Dear Annie: I am 75. Two years ago, my oldest son, age 53, died suddenly from a massive heart attack. He was single and worked hard to amass a very large estate, which he left to me. The plan once his estate closed was to use some of the money to move to another state, pay cash for a house, get a couple of dependable cars, keep the remainder invested and, if necessary, use it to supplement our Social Security for the rest of our lives or for emergencies. Whatever is left when my husband and I pass will go to my other son, who was 100% in agreement with and supportive of that plan.
My brother sent a message one day, asking for help for one of his family members needing dental care. I don’t know his family because they all lived far from me their entire lives. I was a bit put off at first, and I just wanted a little more information about the situation before I sent a check. Two days later, he sent another message saying not to worry and that they handled the emergency. But he has not spoken to me since, going on three months.
I think it is important for me to be a good steward of this unexpected “blessing” because I have financially struggled my entire life. Of course I would help anyone in the family in an emergency. I just want to be responsible with what I was given and ask a few questions to make sure everything is as it seems. Was I wrong here? Is my brother justified in his obvious anger and refusal to speak to me? We were so close, and now it is all silence. I have very few family members left; I hate being apart from him. I am not in the best health, and I just had an $8,000 dental bill myself! What can I do? – Unsure
Dear Unsure: It’s not at all unreasonable to request a bit more information before handing your money away. Your newfound fortune is not up for grabs for the extended family, and your brother should be able to recognize that.
Another part of your letter stuck out to me: You say that you are very close to your brother and don’t have much family left, but you also say that you don’t have a relationship with your brother’s family due to the long distance. Why not use some of this money to visit them? You can clear the air with your brother and also show him that you care about the health and happiness of him and his family.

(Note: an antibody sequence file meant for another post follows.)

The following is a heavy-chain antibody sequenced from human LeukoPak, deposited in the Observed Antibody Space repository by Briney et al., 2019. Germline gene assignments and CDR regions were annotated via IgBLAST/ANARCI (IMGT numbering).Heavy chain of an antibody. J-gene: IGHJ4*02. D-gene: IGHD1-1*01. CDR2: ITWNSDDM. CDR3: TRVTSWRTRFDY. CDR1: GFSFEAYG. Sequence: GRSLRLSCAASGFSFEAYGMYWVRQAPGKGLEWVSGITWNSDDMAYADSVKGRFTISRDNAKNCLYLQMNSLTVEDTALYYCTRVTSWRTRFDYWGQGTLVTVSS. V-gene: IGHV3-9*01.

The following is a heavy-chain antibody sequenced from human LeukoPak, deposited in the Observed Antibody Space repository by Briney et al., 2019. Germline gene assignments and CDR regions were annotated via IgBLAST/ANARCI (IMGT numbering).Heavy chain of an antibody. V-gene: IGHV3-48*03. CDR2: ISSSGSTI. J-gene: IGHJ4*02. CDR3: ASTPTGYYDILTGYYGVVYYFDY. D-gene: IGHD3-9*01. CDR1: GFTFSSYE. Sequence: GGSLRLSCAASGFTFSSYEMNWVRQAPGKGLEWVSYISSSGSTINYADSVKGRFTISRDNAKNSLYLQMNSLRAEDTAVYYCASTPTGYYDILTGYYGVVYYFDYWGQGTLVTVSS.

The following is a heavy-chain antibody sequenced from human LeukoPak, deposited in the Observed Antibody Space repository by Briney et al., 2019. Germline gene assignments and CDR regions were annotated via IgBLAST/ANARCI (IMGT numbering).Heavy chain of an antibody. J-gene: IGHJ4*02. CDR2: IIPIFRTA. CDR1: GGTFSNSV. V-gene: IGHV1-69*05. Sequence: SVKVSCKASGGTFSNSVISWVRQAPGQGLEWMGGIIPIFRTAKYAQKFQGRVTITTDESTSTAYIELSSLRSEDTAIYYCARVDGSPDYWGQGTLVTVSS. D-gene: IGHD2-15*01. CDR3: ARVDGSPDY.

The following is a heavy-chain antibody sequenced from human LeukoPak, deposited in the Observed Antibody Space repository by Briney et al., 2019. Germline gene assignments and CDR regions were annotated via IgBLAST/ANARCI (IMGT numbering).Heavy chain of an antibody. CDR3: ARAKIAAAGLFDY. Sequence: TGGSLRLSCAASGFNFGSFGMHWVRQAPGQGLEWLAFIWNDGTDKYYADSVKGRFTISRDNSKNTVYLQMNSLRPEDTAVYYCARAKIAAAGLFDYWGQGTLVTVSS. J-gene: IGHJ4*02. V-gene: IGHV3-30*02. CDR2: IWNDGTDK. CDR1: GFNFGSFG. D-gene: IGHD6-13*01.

Dear Annie: As a decadeslong vegan, I have encountered the same questions that “Struggling Vegan” has had with acquaintances. Knowing that most people choosing to be vegan have done so because of their love for animals, concern for the environment or ambition to overcome some health issue, I would urge her to share her motive for changing lifestyle. I know this approach may not be for everyone, so others may simply ask them to watch James Cameron’s “The Game Changers” (on YouTube or Netflix) or read T. Colin Campbell and Thomas Campbell’s book “The China Study” and say that you would be happy to have a conversation with them afterward. In all likelihood, they will be calling to just thank you for the guidance and maybe want some of your best recipes! – Also a Vegan
Dear Also a Vegan: Those are two great recommendations for people looking to learn more about being a vegan, and they are great options for “Struggling Vegan” and others to suggest when someone questions their lifestyle.
“How Can I Forgive My Cheating Partner?” is out now! Annie Lane’s second anthology – featuring favorite columns on marriage, infidelity, communication and reconciliation – is available as a paperback and e-book. Visit http://www.creatorspublishing.com for more information.
Send your questions for Annie Lane to firstname.lastname@example.org.
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